Look. I can pick up 15 glossy magazines today, from Marie Claire to Teen Vogue – and I can guarantee you that there will be dozens of mentions about pumpkin spice, boots and wooly mittens. There will be hundreds of thousands of dollars of ad dollars spent to attract white, female consumers to try out pumpkin spice Oreos and/or cream cheese, or participate in a Pumpkin Spice 5K run to support a charitable cause. The simple fact is, white women respond more urgently to pumpkin spice than they do to the sight of a black child gunned down in the street. And this perception – and twisted reality – is not the fault of any person of color. This is an idea fueled and created by white people working at white owned and controlled ad agencies.
Before you proffer the idea that pumpkin spice is a symbol of white oppression or a tool of Black antagonism, as yourself how many white people died violently in the procurement of pumpkin spice. Has pumpkin spice been used as an emblem of shame? How does the image of a happy white woman in an autumnal glen inhaling its sweet aroma lend to the oppression of an entire group?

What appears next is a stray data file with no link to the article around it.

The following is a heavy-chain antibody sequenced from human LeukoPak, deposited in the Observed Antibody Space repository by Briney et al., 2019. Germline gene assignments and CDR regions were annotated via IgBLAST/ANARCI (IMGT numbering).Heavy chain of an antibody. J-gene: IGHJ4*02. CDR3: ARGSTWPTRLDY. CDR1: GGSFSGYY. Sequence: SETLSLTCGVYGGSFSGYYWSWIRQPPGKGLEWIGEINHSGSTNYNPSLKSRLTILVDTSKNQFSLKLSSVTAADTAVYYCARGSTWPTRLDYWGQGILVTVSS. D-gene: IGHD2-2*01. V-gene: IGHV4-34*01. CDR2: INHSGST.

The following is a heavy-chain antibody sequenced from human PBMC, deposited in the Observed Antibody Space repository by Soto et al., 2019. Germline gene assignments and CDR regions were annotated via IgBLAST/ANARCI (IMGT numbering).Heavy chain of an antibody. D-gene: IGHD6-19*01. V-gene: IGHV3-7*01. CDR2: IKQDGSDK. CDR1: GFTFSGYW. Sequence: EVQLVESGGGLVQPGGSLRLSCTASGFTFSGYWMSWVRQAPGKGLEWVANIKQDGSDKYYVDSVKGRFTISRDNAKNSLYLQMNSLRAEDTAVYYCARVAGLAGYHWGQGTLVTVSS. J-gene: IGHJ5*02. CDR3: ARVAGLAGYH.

I would love to see watermelon themed fun runs, 5Ks, camping events or birthday parties, but we as a race still haven’t been able to overcome the stigma that is attached to the wonderful, sweet summer fruit. That’s the difference. When a white woman clasps her venti Starbucks pumpkin spice latte, she’s considered artistic, determined even. She’s getting fueled for her day or taking a break from it. *If I sit on my porch, swinging my legs, twisting my pigtails and spittin’ seeds in a cup, I stand a real chance of some douchebag making hooting monkey noises in reaction to my presence. Both substances are used as agents of humor, but only one affords the persons closely associated with it humanity.
Conclusion: It is absurd and obscene to compare the warfare and violence that has dovetailed with the cultivation and consumption of pumpkin spice with the entrepreneurial spirit behind the cultivation and consumption of watermelon.
*Imagery borrowed from Rasheeda S. who, like me, loves a good piece of watermelon.